EBRI Issue Brief
Hybrid Retirement Plans: The Retirement Income System Continues to Evolve
- This Issue Brief examines the continuing evolution of retirement plans by discussing six hybrid retirement plans (cash balance, pension equity, floor-offset, age-weighted profit-sharing, new comparability profit-sharing, and target benefit plans). Hybrid plans combine features of both defined benefit and defined contribution plans. Often employers implement a hybrid plan and continue to offer a defined benefit and/or a defined contribution plan. Topics discussed include characteristics of hybrid plans, advantages and disadvantages, and the types of organizations that are attracted to these plans.
- Selected results from EBRI's 1995 survey on hybrid retirement plans are also included in this report. The summaries include discussions of hybrid retirement plan characteristics, hybrid sponsor characteristics, and factors that influenced the decision to offer a hybrid plan.
- According to the survey findings, factors that organizations consider in their decision to implement a hybrid retirement plan include employee understanding and appreciation; changing work force demographics; changing economic environment; regulatory and legislative changes; new philosophy regarding the relationship between retirement benefits and compensation, employee performance, age, service, or profits; new philosophy regarding employer and employee responsibilities for retirement; and cost control.
- Cash balance and pension equity plans are classified as defined benefit plans but have many defined contribution plan characteristics, whereas age-weighted profit-sharing, new comparability, and target benefit plans are classified as defined contribution plans but have some defined benefit plan characteristics. Floor-offset plans consist of two separate but associated plans rather than a single plan design with both defined benefit and defined contribution plan characteristics.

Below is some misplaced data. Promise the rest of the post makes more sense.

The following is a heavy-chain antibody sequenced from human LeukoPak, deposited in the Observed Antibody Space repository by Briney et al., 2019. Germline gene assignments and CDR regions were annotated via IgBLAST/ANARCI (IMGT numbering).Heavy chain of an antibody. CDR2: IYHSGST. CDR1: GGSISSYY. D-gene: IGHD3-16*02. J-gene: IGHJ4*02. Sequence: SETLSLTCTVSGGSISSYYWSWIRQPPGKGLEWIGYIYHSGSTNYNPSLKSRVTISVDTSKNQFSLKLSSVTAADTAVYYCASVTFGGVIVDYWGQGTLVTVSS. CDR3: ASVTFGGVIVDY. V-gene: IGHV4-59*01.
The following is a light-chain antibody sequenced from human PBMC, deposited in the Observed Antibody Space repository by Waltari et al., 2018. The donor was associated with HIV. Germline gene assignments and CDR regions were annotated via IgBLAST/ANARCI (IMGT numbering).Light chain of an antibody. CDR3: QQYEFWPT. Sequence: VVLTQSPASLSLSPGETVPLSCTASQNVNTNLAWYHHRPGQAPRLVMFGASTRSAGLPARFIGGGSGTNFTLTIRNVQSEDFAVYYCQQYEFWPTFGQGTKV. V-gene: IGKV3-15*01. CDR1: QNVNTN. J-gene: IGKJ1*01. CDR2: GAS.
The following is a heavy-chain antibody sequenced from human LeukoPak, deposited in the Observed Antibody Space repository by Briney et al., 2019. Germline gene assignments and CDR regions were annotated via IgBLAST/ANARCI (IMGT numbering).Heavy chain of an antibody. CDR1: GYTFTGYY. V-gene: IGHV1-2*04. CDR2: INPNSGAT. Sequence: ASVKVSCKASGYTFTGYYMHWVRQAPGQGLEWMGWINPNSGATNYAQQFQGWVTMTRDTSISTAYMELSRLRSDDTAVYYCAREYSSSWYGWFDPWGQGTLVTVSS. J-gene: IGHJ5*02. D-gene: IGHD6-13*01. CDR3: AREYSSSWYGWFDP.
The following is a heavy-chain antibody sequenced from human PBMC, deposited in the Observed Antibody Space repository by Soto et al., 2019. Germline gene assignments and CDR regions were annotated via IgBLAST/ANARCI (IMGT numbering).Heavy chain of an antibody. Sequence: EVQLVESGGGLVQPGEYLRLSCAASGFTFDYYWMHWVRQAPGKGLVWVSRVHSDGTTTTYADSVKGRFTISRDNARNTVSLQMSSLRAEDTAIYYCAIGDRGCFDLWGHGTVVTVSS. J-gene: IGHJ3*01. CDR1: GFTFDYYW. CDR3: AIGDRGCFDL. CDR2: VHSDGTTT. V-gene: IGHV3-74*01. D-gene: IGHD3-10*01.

- A cash balance plan expresses benefits in terms of hypothetical accounts which are credited with interest and with a contribution credit. The plans generally provide participants the option of receiving their vested account balances in the form of a lump-sum distribution or as an annuity. Complying with the lump-sum rules of the Internal Revenue Code (IRC) had been problematic for some plans. IRC amendments in the Retirement Protection Act of 1994 and release of an Internal Revenue Service notice providing proposed guidance on application of certain qualifications requirements to cash balance plans will help alleviate the problems faced by some plan sponsors.
- Keep a watchful eye on the new tax reform debate, however, as the game could change significantly as we enter the new millenium.